There was a nurse at the Vancouver Hospital for Crippled Children in 1947 who loved to read stories and poems to the children. A young boy was excited one day to see a bluebird on his windowsill and this inspired Elizabeth Clarke to write the poem Bluebird on the Windowsill.
Ms. Clarke set Bluebird on the Windowsill to music and later the song became a big hit. The Rhythm Pals, Doris Day, Bing Crosby and many others recorded it. This could have made Elizabeth Clarke a wealthy woman but she donated all the proceeds from the song to the hospital.
Speaking of Bing Crosby, Crosby came to Vancouver on September 20, 1948 to record his radio show. Before the show, Bing was made a full-blooded Indian Chief and the Squamish tribe that made him a chief named him 'Chief Thunder Voice'.
Karl Norman was one of the performers in an operetta entitled Naughty Marietta, which was being performed at the Theatre Under The Stars (TUTS) in 1948. While the show was going on, the power went out but in the true spirit of 'the show must go on' the orchestra kept playing and Norman kept singing. Light was supplied when some people from the audience "lined up their cars at the back of Malkin Bowl and lit the performance with their headlights.”
Also in 1948 there were 60,000 daffodil bulbs planted along the Stanley Park Causeway. These bulbs were gifted to our city as a thank you from a city in the Netherlands that was expressing their gratitude for the help Canadian soldiers had supplied in freeing their city from the Nazis.
Jennie Wong won a 'new disc jockey' contest that was held in 1948 and judged by such people as Frank Sinatra. Her prize was a half-hour Saturday afternoon program called Jennie's Juke Joint. Wong became not only the first female disc jockey but also the first Chinese-Canadian one.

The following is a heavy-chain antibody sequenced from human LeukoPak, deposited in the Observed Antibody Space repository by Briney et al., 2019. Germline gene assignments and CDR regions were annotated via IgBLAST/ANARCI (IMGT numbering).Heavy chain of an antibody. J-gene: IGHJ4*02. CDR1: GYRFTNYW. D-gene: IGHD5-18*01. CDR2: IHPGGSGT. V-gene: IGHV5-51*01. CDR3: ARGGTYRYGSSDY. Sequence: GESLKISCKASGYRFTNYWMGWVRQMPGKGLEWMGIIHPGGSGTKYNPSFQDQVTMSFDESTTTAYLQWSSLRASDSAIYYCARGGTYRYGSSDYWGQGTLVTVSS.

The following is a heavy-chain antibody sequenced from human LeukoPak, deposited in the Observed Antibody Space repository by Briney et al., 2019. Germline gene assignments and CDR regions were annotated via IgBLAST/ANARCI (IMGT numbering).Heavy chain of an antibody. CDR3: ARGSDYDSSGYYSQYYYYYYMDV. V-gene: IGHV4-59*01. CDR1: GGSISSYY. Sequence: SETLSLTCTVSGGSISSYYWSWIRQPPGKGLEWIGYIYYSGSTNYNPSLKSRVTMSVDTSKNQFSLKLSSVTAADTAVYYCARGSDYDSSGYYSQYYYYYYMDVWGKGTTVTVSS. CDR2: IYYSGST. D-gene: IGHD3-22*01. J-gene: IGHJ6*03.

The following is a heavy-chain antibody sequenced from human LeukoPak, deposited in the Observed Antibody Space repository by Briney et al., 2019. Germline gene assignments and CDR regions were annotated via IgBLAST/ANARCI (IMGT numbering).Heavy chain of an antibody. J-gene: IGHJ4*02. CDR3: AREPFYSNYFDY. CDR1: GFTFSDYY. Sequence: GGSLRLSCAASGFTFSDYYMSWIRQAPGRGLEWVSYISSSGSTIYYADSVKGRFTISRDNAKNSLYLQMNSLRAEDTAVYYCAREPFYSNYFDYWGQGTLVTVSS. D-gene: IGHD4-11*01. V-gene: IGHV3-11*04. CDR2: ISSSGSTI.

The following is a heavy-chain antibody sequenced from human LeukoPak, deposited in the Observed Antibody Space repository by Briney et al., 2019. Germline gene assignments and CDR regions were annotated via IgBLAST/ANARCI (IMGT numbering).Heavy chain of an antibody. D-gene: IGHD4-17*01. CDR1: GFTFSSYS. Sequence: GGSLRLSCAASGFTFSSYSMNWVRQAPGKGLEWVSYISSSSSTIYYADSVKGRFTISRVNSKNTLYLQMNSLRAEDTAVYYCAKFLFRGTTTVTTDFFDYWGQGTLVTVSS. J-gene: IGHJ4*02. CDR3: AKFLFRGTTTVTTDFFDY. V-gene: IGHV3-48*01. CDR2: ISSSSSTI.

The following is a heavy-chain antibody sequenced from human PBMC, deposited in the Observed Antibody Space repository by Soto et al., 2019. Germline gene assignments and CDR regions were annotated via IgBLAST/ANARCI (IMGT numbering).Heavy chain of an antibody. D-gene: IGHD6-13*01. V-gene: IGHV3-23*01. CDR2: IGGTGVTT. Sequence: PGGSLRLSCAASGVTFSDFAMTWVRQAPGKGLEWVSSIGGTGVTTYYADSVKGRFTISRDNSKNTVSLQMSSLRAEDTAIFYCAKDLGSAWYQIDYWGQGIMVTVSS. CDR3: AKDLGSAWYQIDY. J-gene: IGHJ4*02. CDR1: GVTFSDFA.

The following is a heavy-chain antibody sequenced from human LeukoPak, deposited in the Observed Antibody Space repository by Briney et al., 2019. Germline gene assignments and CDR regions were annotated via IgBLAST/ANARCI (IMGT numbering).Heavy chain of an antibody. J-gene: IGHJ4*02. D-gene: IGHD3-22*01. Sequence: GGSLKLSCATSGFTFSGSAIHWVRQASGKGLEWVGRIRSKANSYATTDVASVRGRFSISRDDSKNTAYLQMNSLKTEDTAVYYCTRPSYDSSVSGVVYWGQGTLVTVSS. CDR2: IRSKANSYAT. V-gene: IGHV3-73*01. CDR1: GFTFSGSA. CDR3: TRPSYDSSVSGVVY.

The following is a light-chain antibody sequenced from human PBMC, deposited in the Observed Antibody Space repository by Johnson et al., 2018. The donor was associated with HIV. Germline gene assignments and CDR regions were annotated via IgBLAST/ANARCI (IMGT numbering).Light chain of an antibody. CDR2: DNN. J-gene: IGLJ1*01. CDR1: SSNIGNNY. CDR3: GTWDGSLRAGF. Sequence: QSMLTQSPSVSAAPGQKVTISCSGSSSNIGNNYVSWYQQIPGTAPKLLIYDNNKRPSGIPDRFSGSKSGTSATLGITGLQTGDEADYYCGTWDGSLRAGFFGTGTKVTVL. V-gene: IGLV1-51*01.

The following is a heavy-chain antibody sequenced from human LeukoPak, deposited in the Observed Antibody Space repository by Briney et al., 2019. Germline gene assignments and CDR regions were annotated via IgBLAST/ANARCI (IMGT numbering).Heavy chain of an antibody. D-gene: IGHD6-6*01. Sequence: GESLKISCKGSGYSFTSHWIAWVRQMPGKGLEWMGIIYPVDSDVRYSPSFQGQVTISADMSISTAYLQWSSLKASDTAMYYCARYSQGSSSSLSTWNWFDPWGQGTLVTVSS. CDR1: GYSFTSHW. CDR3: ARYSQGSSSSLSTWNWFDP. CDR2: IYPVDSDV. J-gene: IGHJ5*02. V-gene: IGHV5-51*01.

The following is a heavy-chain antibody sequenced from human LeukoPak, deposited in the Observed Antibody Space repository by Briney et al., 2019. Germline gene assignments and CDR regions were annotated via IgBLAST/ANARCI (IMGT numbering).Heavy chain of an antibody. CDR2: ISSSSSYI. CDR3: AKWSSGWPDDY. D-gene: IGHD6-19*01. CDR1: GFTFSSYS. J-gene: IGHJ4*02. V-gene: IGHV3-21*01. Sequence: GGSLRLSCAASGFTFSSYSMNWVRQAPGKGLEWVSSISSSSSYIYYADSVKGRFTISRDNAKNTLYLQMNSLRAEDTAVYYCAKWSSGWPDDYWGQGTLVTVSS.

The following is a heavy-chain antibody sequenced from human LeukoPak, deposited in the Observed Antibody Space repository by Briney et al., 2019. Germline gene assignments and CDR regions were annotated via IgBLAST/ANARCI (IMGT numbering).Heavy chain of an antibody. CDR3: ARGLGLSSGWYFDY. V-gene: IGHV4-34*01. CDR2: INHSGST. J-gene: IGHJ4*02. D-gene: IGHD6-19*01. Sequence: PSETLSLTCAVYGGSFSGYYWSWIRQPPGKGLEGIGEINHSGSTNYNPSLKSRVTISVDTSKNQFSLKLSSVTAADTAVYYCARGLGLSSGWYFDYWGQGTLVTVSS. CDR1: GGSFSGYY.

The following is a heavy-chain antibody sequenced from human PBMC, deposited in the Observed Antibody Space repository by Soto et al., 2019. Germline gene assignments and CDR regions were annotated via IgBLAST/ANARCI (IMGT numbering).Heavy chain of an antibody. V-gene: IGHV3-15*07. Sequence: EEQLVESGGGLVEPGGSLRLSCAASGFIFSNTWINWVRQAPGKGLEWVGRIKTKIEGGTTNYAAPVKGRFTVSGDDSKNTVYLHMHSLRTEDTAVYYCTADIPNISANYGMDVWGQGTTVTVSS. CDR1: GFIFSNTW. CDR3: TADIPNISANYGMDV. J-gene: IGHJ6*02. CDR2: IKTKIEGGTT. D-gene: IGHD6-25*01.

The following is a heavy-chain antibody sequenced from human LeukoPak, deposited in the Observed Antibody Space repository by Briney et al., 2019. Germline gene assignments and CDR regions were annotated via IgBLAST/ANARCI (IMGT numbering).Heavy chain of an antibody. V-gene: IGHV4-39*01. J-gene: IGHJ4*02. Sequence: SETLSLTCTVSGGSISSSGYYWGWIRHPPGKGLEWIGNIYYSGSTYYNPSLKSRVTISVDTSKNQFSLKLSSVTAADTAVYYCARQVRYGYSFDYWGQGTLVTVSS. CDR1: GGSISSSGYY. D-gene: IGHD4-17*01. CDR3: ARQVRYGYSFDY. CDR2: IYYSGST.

Still talking radio here, on August 15, 1949 Jack Cullen was in the process of switching radio stations and on his final day at CKMO, Cullen did two shows that day at the same time on different stations. He taped his show for CKMO then did his CKNW show live.
Six days later B.C.'s biggest quake in history occurred just off the Queen Charlotte Islands. It was 8.1 on the Richter scale and was felt to the uninhabited west of the Islands though damage was minimal.
November 27, 1949 was the day that West Vancouver was isolated from the rest of us for ten days. A rain-swollen Capilano River swept away part of the Marine Road, the only road link at the time to West Vancouver, as well as part of the Capilano Bridge.
I hope you find the beauty around you.
Karen Magill, Vancouver, Stanley Park Causeway, Queen Charlotte Island , CKNW, The History of Metropolitan Vancouver, British Columbia